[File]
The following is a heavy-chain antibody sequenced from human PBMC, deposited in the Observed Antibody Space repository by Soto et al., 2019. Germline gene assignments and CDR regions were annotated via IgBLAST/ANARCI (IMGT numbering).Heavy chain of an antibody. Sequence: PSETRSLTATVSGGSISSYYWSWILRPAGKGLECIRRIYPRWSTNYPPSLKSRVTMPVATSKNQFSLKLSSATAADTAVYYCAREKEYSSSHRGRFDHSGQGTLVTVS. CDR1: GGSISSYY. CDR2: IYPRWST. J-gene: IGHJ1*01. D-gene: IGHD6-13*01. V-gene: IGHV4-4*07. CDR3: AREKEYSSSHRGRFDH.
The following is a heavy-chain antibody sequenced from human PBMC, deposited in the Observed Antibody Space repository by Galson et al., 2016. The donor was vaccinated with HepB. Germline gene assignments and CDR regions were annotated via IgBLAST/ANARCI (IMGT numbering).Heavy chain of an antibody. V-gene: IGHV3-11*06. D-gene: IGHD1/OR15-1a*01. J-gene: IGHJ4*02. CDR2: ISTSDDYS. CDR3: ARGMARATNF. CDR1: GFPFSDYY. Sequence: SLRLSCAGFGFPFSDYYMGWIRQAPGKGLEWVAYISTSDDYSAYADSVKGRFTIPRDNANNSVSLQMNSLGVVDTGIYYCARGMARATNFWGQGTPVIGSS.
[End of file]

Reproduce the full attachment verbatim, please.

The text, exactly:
The following is a heavy-chain antibody sequenced from human PBMC, deposited in the Observed Antibody Space repository by Soto et al., 2019. Germline gene assignments and CDR regions were annotated via IgBLAST/ANARCI (IMGT numbering).Heavy chain of an antibody. Sequence: PSETRSLTATVSGGSISSYYWSWILRPAGKGLECIRRIYPRWSTNYPPSLKSRVTMPVATSKNQFSLKLSSATAADTAVYYCAREKEYSSSHRGRFDHSGQGTLVTVS. CDR1: GGSISSYY. CDR2: IYPRWST. J-gene: IGHJ1*01. D-gene: IGHD6-13*01. V-gene: IGHV4-4*07. CDR3: AREKEYSSSHRGRFDH.
The following is a heavy-chain antibody sequenced from human PBMC, deposited in the Observed Antibody Space repository by Galson et al., 2016. The donor was vaccinated with HepB. Germline gene assignments and CDR regions were annotated via IgBLAST/ANARCI (IMGT numbering).Heavy chain of an antibody. V-gene: IGHV3-11*06. D-gene: IGHD1/OR15-1a*01. J-gene: IGHJ4*02. CDR2: ISTSDDYS. CDR3: ARGMARATNF. CDR1: GFPFSDYY. Sequence: SLRLSCAGFGFPFSDYYMGWIRQAPGKGLEWVAYISTSDDYSAYADSVKGRFTIPRDNANNSVSLQMNSLGVVDTGIYYCARGMARATNFWGQGTPVIGSS.